LePage Offers Real Solution to Combat Rising School Costs


While liberals ridicule Gov. Paul LePage’s stance on school regionalization, the real issues plaguing Maine’s public school system get lost in the fray. They are the troubles seemingly too tough to tackle, but real discourse is only being offered from one side of the aisle, and it all starts by asking the right questions:

Why are public school costs rising when enrollment is down? What causes costs to increase? What percent of public funds actually make it into the classroom? What percent of public funds go to direct instruction and resources for students? Is the current system working for Maine students?  Why does Maine have so many school administrators for such few students?

The Left adores it when conservative politicians speak out about public school reform because it becomes easy fodder for the liberal commentators. No matter the content or suggestion, they chalk it up as an “attack” on students, teachers or our collective futures, but offer no real discourse on the subject and accept a status quo that is harmful to Maine students and inefficient for Maine taxpayers.

So when LePage offers alternatives like school regionalization, which would cut costs and make our system more efficient, it’s no surprise he’s questioned and criticized for speaking out.

But the reality is that the system doesn’t work, and our state dumps millions of dollars annually into school administration when states across the country see higher test scores under regional systems that consolidate administrative costs and closely resemble what LePage is proposing.

Just because something is operating the way it always has doesn’t mean it is operating as efficiently as it can. It’s an organizational fallacy that I suspect has existed since the dawn of time, and is most evident when challenged by an agent of change.

When was the last time Maine took an honest look at its policies and procedures and actually tried to enhance the quality of education received, or the rate of return on our investment? When was the last time a Democrat offered something other than breaking the bank to improve public education?

That was the Democrats’ solution last election cycle when they spread misinformation about the effects Question 2 would have on smaller districts already experiencing funding deficiencies and on Maine’s job creators.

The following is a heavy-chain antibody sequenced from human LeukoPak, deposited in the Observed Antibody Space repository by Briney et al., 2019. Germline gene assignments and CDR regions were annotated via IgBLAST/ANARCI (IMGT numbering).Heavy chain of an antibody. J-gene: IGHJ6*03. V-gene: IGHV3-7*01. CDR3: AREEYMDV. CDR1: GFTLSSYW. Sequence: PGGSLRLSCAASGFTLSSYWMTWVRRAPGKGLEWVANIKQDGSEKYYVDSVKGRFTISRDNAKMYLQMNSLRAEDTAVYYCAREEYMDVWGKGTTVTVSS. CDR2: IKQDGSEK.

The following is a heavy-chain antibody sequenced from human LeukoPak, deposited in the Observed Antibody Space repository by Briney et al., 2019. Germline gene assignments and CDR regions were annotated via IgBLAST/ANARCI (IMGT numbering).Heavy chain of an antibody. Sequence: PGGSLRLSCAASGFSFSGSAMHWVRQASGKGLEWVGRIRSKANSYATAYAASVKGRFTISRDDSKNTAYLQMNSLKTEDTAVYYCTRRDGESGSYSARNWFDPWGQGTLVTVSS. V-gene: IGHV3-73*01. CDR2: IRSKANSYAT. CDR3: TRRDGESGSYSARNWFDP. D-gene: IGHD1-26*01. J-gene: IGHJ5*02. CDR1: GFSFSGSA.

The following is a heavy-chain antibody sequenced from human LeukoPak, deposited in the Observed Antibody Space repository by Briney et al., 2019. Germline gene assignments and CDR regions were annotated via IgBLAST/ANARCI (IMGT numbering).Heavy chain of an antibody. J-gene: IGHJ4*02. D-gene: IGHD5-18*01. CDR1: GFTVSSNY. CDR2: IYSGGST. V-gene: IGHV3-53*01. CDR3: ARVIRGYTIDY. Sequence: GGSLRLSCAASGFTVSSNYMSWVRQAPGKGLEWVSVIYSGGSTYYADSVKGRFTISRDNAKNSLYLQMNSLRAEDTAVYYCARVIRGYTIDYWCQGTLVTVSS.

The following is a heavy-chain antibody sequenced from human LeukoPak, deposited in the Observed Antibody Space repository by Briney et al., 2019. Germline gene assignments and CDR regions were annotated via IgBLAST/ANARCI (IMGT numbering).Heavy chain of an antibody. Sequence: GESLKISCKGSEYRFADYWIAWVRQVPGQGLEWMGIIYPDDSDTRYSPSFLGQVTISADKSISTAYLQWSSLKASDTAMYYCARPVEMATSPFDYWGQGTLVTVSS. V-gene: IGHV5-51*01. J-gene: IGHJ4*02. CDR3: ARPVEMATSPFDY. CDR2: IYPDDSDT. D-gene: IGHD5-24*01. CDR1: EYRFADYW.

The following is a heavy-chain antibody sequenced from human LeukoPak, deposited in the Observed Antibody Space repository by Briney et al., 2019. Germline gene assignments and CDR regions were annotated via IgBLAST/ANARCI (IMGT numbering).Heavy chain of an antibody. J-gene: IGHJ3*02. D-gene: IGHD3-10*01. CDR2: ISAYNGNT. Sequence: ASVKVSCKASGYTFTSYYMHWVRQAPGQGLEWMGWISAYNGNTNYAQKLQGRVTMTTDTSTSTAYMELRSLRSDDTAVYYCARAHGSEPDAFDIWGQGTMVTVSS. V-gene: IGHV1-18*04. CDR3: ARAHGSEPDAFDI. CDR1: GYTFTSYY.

Now, owners of mom and pop shops pay a higher tax rate than corporations in Maine, and our most talented workers are buying up every one-way ticket out of the state.

Not only is school regionalization an attainable goal for a state like Maine, it’s a solution that makes sense for students and taxpayers. Resources can be shared across districts and administrative costs can be cut to put more public funds back into the classroom.

What liberals want you to believe is that Maine doesn’t spend enough on education, despite the fact that education spending has increased under LePage. The governor doesn’t want to cut education funding, he wants to spend public funds intelligently.

There is no reasonable, logical defense for Maine schools employing nearly 150 superintendents for 175,000 students. Florida, for instance, has 64 superintendents for roughly 3 million students, and receives better educational results than Maine. How can liberals accept this and allow it to continue?

Millions of these dollars could be spent on direct instruction or go straight into the classroom by simply trimming the fat caused by years of throwing dollars at a broken system.

Gov. LePage is on the right track. The money we spend on school administration in Maine is wasteful and serves no one. If a district wants to have their own superintendent or additional administrators under a regional system, let local taxpayers foot the bill. Maine taxpayers should not be collectively funding the bloated salaries of an excessive amount of school administrators when we have such few students and enrollment continues to decline.

Dozens of  administrators make six-figure salaries in districts that serve just a few thousand students. It’s practically public embezzlement, and it needs to change if we want to tackle the real troubles facing Maine students.

About Jacob Posik

Jacob Posik, of Turner, is the director of communications at Maine Policy Institute and the editor of The Maine Wire. He formerly served as a policy analyst at Maine Policy. Posik can be reached at

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